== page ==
If I am equipped to remove/install the tire, AND I've got a tube or a tire patch kit, AND I'm out somewhere where nobody will be passing by anytime soon, I think numerous wraps of duct tape around the tire and the rim might help hold the tire together when you inflate it. I'd inflate to low pressure (20 psi?) and then ride SLOWLY to town (or at least to somewhere with cell reception).

 

Note that "a really bad situation to be in" may arise not just from tire damage, but from any number of things that could go wrong with the bike to render it inoperable; you're focusing on field solutions for one single failure mode, but there are many others that just don't have field solutions.

 

Worst case, you're gonna be doing some walking, at least to a main road with traffic.

 

Mitch, I just tried to keep the scenario short. I know there are a lot of other things that can go wrong. I try to not think about too many of them. :grin:

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I'd get out my walking shoes and get to somewhere that there's cell coverage and make the call find a tire and make the decision on whether to tow or get a tire and and wrestle it on. It's prolly your rear tire, so that's easy enough to remove at the appropriate time. If you have TPS then forget about the tube. Or carry a sat phone

 

You know I wouldn't break down on the side of the road. Tongue firmly in cheek!

 

You break down, not going to happen. :wave:

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^^^

Hey, I don't own stock in the company... ;)

 

I will say that their product is #1 choice among serious offroaders and rockcrawlers. If you haven't already, watch

and hang in there long enough to get past initial sales spiel until the guy shows differences in those gooey strings compared to competitor stuff. My kit is prox 10 yrs old, yet the strings were still gooey and viable. Even so, I'm gonna order a 2nd kit with enough extra strings to replenish jeep and moto supply.

 

Edit: just now bought a box of 60 strings for $19 shipped since they can be used with other plug tools...

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I'll offer you a different point of view. It works in a pinch, but have to be careful. When we do bush flying, we don't carry spares and there is virtually no way to patch the tire if cut. So the trick I learned is to fill the tire with as much grass as I can poke in it. I thought it an old tale until it happened to me. I was able to spoon one side open, jam it full of hay (got lucky on finding hay), fired up and made it back.

 

I wouldn't want to ride a motorcycle at freeway speed, but I would rather ride it at 10mph than hoof it home and leave the bike behind.

 

 

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^^^

Hey, I don't own stock in the company... ;)

 

I will say that their product is #1 choice among serious offroaders and rockcrawlers. If you haven't already, watch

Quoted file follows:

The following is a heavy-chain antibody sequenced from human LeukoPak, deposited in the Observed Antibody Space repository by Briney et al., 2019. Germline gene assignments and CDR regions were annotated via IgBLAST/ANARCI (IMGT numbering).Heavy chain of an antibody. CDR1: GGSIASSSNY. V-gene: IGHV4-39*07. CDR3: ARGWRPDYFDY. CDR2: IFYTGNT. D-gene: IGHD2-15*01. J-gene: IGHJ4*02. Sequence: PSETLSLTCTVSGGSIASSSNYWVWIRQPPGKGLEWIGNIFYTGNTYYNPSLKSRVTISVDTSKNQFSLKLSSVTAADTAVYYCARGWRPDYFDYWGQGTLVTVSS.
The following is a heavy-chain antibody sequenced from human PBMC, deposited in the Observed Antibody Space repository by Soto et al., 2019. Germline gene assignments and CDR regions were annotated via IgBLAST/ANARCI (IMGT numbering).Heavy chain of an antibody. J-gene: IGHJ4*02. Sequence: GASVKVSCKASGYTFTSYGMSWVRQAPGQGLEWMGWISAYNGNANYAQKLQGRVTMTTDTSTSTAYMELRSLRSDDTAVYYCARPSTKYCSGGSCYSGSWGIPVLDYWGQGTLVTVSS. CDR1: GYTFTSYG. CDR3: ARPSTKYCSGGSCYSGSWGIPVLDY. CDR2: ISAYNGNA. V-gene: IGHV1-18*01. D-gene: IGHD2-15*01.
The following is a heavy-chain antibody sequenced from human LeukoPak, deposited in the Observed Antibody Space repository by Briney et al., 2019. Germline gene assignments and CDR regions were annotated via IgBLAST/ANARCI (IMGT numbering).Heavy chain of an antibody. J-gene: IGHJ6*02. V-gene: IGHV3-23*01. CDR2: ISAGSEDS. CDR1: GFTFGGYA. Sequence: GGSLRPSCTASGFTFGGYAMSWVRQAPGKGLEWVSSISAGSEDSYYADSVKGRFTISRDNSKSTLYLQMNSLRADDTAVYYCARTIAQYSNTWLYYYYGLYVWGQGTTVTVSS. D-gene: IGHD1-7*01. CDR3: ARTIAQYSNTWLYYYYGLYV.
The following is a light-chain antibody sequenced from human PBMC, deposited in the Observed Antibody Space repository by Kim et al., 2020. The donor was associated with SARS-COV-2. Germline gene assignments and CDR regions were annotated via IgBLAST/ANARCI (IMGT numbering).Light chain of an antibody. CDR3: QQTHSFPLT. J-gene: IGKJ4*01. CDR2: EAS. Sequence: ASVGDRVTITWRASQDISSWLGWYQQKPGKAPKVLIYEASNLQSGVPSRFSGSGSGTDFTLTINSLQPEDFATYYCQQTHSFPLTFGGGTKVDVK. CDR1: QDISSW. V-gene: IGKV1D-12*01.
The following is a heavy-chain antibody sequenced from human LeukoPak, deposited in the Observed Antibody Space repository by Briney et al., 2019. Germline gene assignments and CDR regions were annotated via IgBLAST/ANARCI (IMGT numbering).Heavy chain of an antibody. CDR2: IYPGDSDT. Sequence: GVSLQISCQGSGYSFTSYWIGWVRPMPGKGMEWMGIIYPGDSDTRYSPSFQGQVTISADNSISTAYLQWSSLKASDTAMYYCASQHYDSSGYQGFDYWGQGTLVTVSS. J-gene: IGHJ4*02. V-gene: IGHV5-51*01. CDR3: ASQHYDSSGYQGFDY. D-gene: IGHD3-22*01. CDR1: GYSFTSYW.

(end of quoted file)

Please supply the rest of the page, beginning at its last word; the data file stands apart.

and hang in there long enough to get past initial sales spiel until the guy shows differences in those gooey strings compared to competitor stuff. My kit is prox 10 yrs old, yet the strings were still gooey and viable. Even so, I'm gonna order a 2nd kit with enough extra strings to replenish jeep and moto supply.

 

Edit: just now bought a box of 60 strings for $19 shipped since they can be used with other plug tools...

 

I think you got stock! Pretty good testament 10 years old. I think I will get some. Thanks for the info.

 

Ron

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I'll offer you a different point of view. It works in a pinch, but have to be careful. When we do bush flying, we don't carry spares and there is virtually no way to patch the tire if cut. So the trick I learned is to fill the tire with as much grass as I can poke in it. I thought it an old tale until it happened to me. I was able to spoon one side open, jam it full of hay (got lucky on finding hay), fired up and made it back.

 

I wouldn't want to ride a motorcycle at freeway speed, but I would rather ride it at 10mph than hoof it home and leave the bike behind.

 

 

I could only be so lucky as to have a bail of hay or any hay at my disposal! If it works it works. There was an article in a magazine where a lady filled her tire with her clothes. It was on an old Harley way back in time, but it worked. I guess in a pinch I can strip down naked and fill my tires. :dopeslap:

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The Rocketman

These suggestions work real well if your bike has a center stand. If you own 2 R1200C's like I do, and only have a side stand, you're basically SOL with a non-pluggable flat. Unless you want to prop the bike's $2600 muffler up on a cinder block, assuming you can find one. You can then mount your new tire, but your shiny, chrome muffler is toast.